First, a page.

to stay informed about local & national fights against immigrant detention.
❏ Study up on raids: Learn about the ways that groups are organizing to counter raids, with the Raids Toolkit
from the Immigrant Defense Project and the Center for Constitutional Rights. Find a group doing that training and organizing near you.
1) At 28:30, Johana speaks
about the emotional scars she sees in her three-year-old son after he’s released from 40 days in Border Patrol detention.
What kind of long-term impacts do you think these policies will have on children like Johana’s son? What about for the thousands of children who the U.S. has lost track of, and will never reunite with their families? How does the adopting out of immigrant children compare to experiences of family separation like the Kindertransport
that helped Jewish children escape Nazi-controlled areas, or the forced relocation
of Native children to boarding schools in the U.S. in the 19th and 20th centuries?
2) Like many people we met in episode 1, Carlos came to the U.S. fleeing gang violence in El Salvador. At 35:40, an undercover NYPD detective suggests
that Carlos should be chosen to stay legally in the U.S. because he was a police officer in El Salvador.
Does Carlos being a police officer make him more deserving of safety than others facing violence in El Salvador? What, if anything, makes someone deserving or undeserving of safety?
3) At 39:06, supervisor Christian says
: “There’s an inherent kind of, I won’t say joy, but satisfaction, in moving some of the people that I know, regardless of what public sentiment is, don’t belong in this country.”
What associations do you have with someone saying certain people don’t belong in this country? Historically, what have been the consequences of this kind of thinking? Do you think there could be a moral and ethical way to define a group of people as not belonging and remove them, or is it an inherently dangerous way of thinking?
4) At 39:24, supervisor Christian says
: “I don’t remove anybody. The judge does. I’m just the taxi driver that takes them from point A to point B.”
In the first two episodes, how have you seen agents take responsibility for the impact of their actions, or place the responsibility on others? In what ways does the American immigration system make it easy for its workers to distance themselves? How does American culture encourage or discourage taking this kind of responsibility?
5)Were you surprised by anything you learned in the episode about immigration judges and the legal process surrounding immigration? Would you say the system is designed to produce justice? If not, what do you think it *is* designed to produce?
❏ Share this episode
. Of all the episodes, we think episode 2 does the best job of connecting the immigration policy debate with the impact it has on real human beings.
❏ Talk about immigration with your family and friends. As a starting point for figuring out how to do it in an empathetic, age-appropriate way, check out the RAICES Family Guide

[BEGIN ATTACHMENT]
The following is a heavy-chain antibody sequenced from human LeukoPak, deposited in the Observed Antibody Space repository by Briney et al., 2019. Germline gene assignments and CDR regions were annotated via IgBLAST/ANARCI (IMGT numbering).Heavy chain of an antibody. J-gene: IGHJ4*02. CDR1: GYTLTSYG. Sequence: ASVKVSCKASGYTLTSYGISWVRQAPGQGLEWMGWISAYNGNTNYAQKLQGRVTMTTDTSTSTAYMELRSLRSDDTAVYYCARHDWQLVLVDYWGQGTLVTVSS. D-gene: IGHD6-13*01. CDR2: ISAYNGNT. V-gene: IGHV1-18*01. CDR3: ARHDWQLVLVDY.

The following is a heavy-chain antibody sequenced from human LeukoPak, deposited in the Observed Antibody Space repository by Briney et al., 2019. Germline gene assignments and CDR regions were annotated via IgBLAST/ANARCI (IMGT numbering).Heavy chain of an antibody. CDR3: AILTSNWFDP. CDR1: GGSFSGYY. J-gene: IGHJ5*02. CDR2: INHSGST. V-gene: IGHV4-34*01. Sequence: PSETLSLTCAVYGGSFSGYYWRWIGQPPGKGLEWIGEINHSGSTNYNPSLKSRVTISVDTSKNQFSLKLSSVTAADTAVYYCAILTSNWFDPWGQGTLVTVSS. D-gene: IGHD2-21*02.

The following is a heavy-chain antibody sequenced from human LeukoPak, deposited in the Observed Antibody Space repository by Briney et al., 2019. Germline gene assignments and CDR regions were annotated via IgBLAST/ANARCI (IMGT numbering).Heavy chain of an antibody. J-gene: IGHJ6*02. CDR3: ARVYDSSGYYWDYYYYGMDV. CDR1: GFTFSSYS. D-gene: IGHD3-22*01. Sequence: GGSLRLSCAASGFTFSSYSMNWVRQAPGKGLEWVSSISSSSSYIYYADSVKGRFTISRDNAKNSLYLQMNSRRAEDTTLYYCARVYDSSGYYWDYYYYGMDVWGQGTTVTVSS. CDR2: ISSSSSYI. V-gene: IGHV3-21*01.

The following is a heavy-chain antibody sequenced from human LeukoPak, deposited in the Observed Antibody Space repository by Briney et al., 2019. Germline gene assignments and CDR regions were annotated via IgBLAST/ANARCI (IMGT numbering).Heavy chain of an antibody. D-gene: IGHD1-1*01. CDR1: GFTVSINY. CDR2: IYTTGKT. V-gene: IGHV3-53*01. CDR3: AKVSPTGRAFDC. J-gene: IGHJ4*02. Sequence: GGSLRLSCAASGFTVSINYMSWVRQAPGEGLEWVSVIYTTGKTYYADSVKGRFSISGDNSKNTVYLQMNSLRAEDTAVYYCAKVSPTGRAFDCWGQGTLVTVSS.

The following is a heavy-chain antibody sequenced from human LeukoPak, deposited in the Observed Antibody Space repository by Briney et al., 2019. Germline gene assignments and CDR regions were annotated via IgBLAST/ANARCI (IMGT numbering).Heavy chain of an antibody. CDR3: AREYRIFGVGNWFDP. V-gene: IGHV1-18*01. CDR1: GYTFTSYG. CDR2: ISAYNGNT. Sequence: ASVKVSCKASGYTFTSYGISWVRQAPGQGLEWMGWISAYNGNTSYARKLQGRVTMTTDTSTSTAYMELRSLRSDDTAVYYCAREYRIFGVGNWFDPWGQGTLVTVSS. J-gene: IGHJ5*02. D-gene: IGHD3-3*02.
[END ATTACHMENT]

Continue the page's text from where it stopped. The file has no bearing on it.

❏ Read this article
about how American immigration policy led to the creation of gangs like MS-13 in El Salvador, and how current immigration policy is making things worse there.
❏ Watch Warshan Shire’s poem 'Home
❏ See the numbers
on deportations under Obama and Trump--and what Americans think about it.
1) At 6:43, an agent explains that
“even under the Obama administration, when we had the priorities, that really didn’t limit anything. What people didn’t realize is, there was this little fine print at the bottom that said ‘you can arrest anybody you basically want to.’”
The Obama/Biden administration actually deported people at a much faster rate than the Trump administration, but sparked far less outrage and activism among non-immigrants. Why do you think so many people only became aware and involved after Trump’s election? What do we need to do to ensure that we, and the people we know, don’t leave the fight and abandon immigrants whenever Trump leaves office?
2) At 15:37, Mauricio says
“I got over 160 combat missions. I got blood on my shoes, how about you? People enjoy those freedoms because I got blood on my shoes, on my boots, on my desert camo.”
Whose blood is Mauricio talking about? What do you think about the idea of killing on behalf of the U.S. military as a way to ‘earn’ citizenship or legal status? In the American understanding of the invasions of Afghanistan and Iraq, how much attention is paid to the millions of refugees? In what ways do you think immigration and war are connected?
3) At 21:31, Cesar lists some of the things that aren’t safe for him
to do now that he’s undocumented, and Fabiola describes how being undocumented has changed Cesar.
Which things on Cesar’s list had you thought about already, and which ones were a surprise? What dangers and pressures do you think the COVID-19 pandemic has added for undocumented families? What do you see as the role of imagination, of trying to picture what it’s like to be someone else, when ultimately undocumented people are the only ones who can truly know what their experience is like?
4) At 12:04, Sheriff candidate Gary McFadden connects the terror that many agents cause in immigrant communities with the terror that police cause in Black communities
. One thing he doesn’t mention is the growing number of Black undocumented immigrants, who face racist policing *and* are disproportionately targeted for detention and deportation.
What similarities do you see between “immigration enforcement” and “law enforcement”? In what ways do you think this episode succeeded or failed to critically examine policing?
5) If you had the opportunity to say something to Bryan Cox
in the episode, what would it be? What seems to be motivating him? As allies, how can we prevent people in our communities from working for or with these organizations? How should we treat people in our communities who choose to do this kind of work?
❏ Divest from companies that profit from immigration detention. You may own stocks or have a retirement fund invested in the private prison and border industries profiting from the ICE enforcement. Use this tool to find out
--then move to divest from groups like CoreCivic (CXW) & GEO Group (GEO) seen in this episode.
❏ Check to see
if a city or county near you has a 287(g) agreement with ICE, using the map created by the Immigrant Legal Resource Center.